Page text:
Tokyo, May 21 (EFE).- Japan approved Friday the use of Covid-19 vaccines from pharmaceutical companies Moderna and AstraZeneca, hoping to accelerate the country’s inoculation levels, where only 5 percent of the population has received a dose.
The Health Ministry gave the green light to the use of both injections in its citizens over 18.
Along with the Pfizer vaccine, in use since it began its vaccination campaign in mid-February for those over 16, there are three available Covid-19 vaccines.
The vaccine developed by American pharmaceutical company Moderna is scheduled to be administered in mass vaccination centers. The army will begin operating these from Monday in Tokyo and Osaka, and similar municipal government facilities will also soon begin operating.
In contrast, Britain’s AstraZeneca jab will not be used immediately, due to minor safety concerns, the ministry said.
Japan has an agreement with Pfizer to supply 194 million vaccines of its Covid-19 vaccine and recently reached a pact with Moderna to provide 50 million jabs by September, enough to inoculate its approximately 110 million people over 16 with both doses.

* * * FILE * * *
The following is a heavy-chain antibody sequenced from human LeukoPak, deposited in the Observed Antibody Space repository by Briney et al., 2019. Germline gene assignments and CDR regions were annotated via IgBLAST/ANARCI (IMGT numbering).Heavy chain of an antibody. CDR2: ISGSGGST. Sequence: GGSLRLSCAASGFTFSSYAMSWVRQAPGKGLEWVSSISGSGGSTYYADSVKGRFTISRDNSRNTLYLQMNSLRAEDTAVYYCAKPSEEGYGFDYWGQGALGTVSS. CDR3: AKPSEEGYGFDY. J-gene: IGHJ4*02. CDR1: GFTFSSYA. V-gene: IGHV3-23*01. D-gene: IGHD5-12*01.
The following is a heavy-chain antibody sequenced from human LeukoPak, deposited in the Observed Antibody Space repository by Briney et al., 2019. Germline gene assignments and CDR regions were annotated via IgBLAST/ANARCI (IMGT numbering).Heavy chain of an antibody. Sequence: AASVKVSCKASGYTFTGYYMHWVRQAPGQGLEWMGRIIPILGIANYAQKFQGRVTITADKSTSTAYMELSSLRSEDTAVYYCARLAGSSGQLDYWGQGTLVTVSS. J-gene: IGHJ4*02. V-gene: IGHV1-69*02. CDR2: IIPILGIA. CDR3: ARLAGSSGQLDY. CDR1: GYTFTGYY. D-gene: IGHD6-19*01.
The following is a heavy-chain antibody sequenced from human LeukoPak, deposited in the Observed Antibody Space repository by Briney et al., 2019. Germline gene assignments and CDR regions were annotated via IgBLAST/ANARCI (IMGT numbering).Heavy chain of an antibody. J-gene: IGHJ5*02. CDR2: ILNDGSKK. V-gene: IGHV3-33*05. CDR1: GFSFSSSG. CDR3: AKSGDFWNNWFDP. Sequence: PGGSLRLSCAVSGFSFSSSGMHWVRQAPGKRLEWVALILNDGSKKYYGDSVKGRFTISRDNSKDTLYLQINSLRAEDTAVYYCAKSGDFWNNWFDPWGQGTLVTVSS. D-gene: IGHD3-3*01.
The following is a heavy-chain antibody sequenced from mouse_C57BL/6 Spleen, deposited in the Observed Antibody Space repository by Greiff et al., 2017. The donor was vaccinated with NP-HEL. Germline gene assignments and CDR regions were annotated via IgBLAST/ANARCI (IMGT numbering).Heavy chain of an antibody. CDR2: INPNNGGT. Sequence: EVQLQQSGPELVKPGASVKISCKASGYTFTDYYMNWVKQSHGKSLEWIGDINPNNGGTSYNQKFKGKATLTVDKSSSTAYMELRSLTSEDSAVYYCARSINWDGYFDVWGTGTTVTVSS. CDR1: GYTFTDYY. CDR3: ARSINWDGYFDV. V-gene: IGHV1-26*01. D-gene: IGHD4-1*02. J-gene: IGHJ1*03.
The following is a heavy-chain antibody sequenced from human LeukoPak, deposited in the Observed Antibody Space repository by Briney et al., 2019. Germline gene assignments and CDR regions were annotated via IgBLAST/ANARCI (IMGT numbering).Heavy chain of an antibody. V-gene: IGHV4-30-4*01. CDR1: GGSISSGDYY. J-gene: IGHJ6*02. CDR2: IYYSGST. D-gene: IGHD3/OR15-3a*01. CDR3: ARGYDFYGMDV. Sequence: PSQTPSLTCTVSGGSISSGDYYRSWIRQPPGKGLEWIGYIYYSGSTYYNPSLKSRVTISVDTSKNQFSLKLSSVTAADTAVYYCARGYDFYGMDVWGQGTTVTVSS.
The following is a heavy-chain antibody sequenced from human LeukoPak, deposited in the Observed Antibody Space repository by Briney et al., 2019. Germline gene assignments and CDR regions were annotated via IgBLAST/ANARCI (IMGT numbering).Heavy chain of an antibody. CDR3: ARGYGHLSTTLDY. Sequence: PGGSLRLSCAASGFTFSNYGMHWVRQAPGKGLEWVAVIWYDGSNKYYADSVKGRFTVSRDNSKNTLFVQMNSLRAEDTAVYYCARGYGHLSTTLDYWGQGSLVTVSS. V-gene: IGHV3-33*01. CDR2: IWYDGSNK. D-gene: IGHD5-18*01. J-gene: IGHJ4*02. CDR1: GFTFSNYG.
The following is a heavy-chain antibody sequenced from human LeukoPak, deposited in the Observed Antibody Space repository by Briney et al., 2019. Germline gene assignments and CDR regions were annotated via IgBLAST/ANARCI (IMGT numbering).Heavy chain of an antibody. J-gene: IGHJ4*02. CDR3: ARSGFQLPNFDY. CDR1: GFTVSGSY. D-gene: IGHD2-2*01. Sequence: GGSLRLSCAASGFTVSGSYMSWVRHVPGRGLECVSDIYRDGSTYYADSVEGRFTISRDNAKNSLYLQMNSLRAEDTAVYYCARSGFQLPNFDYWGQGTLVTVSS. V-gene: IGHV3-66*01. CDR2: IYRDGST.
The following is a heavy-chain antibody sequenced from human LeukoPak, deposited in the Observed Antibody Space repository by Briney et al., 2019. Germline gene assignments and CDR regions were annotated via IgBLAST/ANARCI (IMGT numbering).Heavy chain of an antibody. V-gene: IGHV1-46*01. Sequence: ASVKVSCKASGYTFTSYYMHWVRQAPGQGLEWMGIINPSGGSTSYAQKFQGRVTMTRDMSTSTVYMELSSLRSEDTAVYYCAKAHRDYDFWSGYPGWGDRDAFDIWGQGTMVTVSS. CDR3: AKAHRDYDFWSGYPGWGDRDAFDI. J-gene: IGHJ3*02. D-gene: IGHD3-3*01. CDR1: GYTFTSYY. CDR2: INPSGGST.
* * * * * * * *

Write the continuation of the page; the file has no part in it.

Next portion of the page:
The country also signed an agreement with AstraZeneca to receive 120 million doses of its injection.
The Japanese Covid-19 vaccination campaign is far behind compared to other developed powers. Japan began vaccinating its health workers on Feb. 17 and has now expanded the campaign to cover its approximately 36 million citizens over 65.
As of Thursday, 5.5 million people had received at least one dose of Pfizer (the only one that had been approved to date), 4.4 percent of its total population of about 125.6 million.
Japanese Prime Minister Yohishide Suga has advocated speeding up vaccination and increasing daily injections to 1 million, with the aim of vaccinating all those over 65 by the end of July and continuing with the rest of the population.
However, a recent government survey revealed that about 14 percent of municipalities believe they won’t meet this deadline due to the shortage of doctors and nurses to administer vaccines, and technical problems some are facing with reservation systems. EFE